At the Forge - Memcached Integration in Rails
Last month, we talked about memcached, a distributed caching system that is in widespread use among Web sites. The reason for memcached's popularity is its simplicity. With a minimum of overhead and setup, it's possible to set and retrieve nearly any value. Caching values that otherwise would come from the database makes it possible to avoid the database altogether on many occasions, speeding the throughput of a Web application and reducing the load on the database server.
Memcached is a wonderful tool, and it is something nearly every Web developer should have in his or her arsenal to improve site performance. But with the release of Ruby on Rails 2.1, it got even better. Rails now has integrated support for memcached, allowing you to use it almost for free from within your application. There are some caveats and tricks to its use, but once you have those under your belt, you quickly will discover that memcached has improved your site performance dramatically.
This month, we take a look at how to make memcached work inside your Rails applications. We further explore some issues you might encounter when using memcached, some of which are easier to work around than others.
Rails has long come with a multilayered caching system that programmers can tap to speed up applications. You can cache individual pages, controller actions or even page fragments. And indeed, judicious use of the Rails caching commands can result in serious improvements to performance.
But, it was only in version 2.1 that Rails integrated support for caching individual objects. The support for object caching not only has the potential to improve your application's performance dramatically, but it also allows you to work with a variety of different storage facilities, so you can choose the one that's most appropriate for you. Although this article concentrates on the use of memcached, you should know that it's possible to work with not only memcached, but also with caches on the local filesystem, in local memory or even on another Rails-aware server using DRb (distributed Ruby, available as a Ruby gem).
To demonstrate how to use memcached, I'm going to create a simple Rails application, using PostgreSQL as the database:
createdb atf rails --database=postgresql atf
Next, I create a simple object, person, for my application, with the Rails built-in scaffolding that includes a RESTful interface:
./script/generate scaffold person firstname:string ↪lastname:string email_address:string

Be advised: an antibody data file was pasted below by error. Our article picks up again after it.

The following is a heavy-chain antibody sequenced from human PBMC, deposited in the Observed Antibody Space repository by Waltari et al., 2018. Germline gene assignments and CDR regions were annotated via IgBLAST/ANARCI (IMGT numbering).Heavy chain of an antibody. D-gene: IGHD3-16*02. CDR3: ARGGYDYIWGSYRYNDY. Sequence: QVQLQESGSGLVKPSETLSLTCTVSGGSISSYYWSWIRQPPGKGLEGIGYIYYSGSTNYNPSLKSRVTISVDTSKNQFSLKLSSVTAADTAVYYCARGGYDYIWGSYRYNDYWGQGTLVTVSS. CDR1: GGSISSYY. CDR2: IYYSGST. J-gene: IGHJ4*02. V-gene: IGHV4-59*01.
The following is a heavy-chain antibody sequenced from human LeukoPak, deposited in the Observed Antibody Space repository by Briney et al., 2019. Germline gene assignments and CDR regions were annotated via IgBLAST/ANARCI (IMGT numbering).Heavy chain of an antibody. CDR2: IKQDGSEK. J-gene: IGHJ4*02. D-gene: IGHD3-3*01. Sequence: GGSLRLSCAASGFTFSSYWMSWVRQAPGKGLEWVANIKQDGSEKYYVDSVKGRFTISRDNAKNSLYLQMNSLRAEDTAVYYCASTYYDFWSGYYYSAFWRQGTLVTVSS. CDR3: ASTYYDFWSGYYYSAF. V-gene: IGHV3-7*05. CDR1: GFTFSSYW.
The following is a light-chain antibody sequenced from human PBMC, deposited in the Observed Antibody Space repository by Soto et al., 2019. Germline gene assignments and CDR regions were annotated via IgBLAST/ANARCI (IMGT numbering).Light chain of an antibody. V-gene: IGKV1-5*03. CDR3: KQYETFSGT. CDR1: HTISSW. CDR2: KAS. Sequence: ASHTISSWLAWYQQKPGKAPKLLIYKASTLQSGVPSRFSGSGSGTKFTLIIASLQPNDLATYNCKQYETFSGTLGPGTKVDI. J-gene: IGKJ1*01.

To import this definition into the database, I run the migration that it created:
Sure enough, if I connect to the database, I can see that the table has been created (Listing 1).
Listing 1. Example Table
atf_development=# \d people Table "public.people" Column | Type | Modifiers --------------+-----------------------------+----------------------------------- id | integer | not null default nextval ↪('people_id_seq'::regclass) firstname | character varying(255) | lastname | character varying(255) | email_address | character varying(255) | created_at | timestamp without time zone | updated_at | timestamp without time zone | Indexes: "people_pkey" PRIMARY KEY, btree (id)
And, if I run the application, I have access (via the RESTful interface) to the various CRUD functions associated with a Person object: Create, Retrieve, Update and Delete. I simply type:
With all the industry talk about the benefits of Linux on Power and all the performance advantages offered by its open architecture, you may be considering a move in that direction. If you are thinking about analytics, big data and cloud computing, you would be right to evaluate Power. The idea of using commodity x86 hardware and replacing it every three years is an outdated cost model. It doesn’t consider the total cost of ownership, and it doesn’t consider the advantage of real processing power, high-availability and multithreading like a demon.
This ebook takes a look at some of the practical applications of the Linux on Power platform and ways you might bring all the performance power of this open architecture to bear for your organization. There are no smoke and mirrors here—just hard, cold, empirical evidence provided by independent sources. I also consider some innovative ways Linux on Power will be used in the future.Get the Guide
|The Firebird Project's Firebird Relational Database||Jul 29, 2016|
|Stunnel Security for Oracle||Jul 28, 2016|
|SUSE LLC's SUSE Manager||Jul 21, 2016|
|My +1 Sword of Productivity||Jul 20, 2016|
|Non-Linux FOSS: Caffeine!||Jul 19, 2016|
|Murat Yener and Onur Dundar's Expert Android Studio (Wrox)||Jul 18, 2016|
- The Firebird Project's Firebird Relational Database
- Stunnel Security for Oracle
- My +1 Sword of Productivity
- Non-Linux FOSS: Caffeine!
- SUSE LLC's SUSE Manager
- Managing Linux Using Puppet
- Murat Yener and Onur Dundar's Expert Android Studio (Wrox)
- Doing for User Space What We Did for Kernel Space
- Google's SwiftShader Released
- SuperTuxKart 0.9.2 Released